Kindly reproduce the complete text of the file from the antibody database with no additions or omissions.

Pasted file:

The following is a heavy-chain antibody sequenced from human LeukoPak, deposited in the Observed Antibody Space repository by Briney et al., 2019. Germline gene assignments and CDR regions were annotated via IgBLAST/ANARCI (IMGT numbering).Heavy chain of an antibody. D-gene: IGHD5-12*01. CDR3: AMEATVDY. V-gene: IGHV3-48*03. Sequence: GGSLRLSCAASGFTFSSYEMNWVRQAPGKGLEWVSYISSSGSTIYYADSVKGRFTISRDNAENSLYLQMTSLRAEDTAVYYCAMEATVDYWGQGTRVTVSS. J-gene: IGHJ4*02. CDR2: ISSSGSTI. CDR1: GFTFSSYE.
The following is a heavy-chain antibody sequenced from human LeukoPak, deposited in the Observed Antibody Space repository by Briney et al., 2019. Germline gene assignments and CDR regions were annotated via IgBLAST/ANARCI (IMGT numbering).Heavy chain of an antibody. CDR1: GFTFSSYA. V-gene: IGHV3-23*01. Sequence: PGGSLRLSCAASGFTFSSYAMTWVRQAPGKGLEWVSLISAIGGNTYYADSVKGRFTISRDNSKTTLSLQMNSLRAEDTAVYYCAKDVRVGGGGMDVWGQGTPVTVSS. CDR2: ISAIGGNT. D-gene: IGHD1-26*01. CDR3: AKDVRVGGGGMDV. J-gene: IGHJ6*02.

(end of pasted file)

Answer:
The following is a heavy-chain antibody sequenced from human LeukoPak, deposited in the Observed Antibody Space repository by Briney et al., 2019. Germline gene assignments and CDR regions were annotated via IgBLAST/ANARCI (IMGT numbering).Heavy chain of an antibody. D-gene: IGHD5-12*01. CDR3: AMEATVDY. V-gene: IGHV3-48*03. Sequence: GGSLRLSCAASGFTFSSYEMNWVRQAPGKGLEWVSYISSSGSTIYYADSVKGRFTISRDNAENSLYLQMTSLRAEDTAVYYCAMEATVDYWGQGTRVTVSS. J-gene: IGHJ4*02. CDR2: ISSSGSTI. CDR1: GFTFSSYE.
The following is a heavy-chain antibody sequenced from human LeukoPak, deposited in the Observed Antibody Space repository by Briney et al., 2019. Germline gene assignments and CDR regions were annotated via IgBLAST/ANARCI (IMGT numbering).Heavy chain of an antibody. CDR1: GFTFSSYA. V-gene: IGHV3-23*01. Sequence: PGGSLRLSCAASGFTFSSYAMTWVRQAPGKGLEWVSLISAIGGNTYYADSVKGRFTISRDNSKTTLSLQMNSLRAEDTAVYYCAKDVRVGGGGMDVWGQGTPVTVSS. CDR2: ISAIGGNT. D-gene: IGHD1-26*01. CDR3: AKDVRVGGGGMDV. J-gene: IGHJ6*02.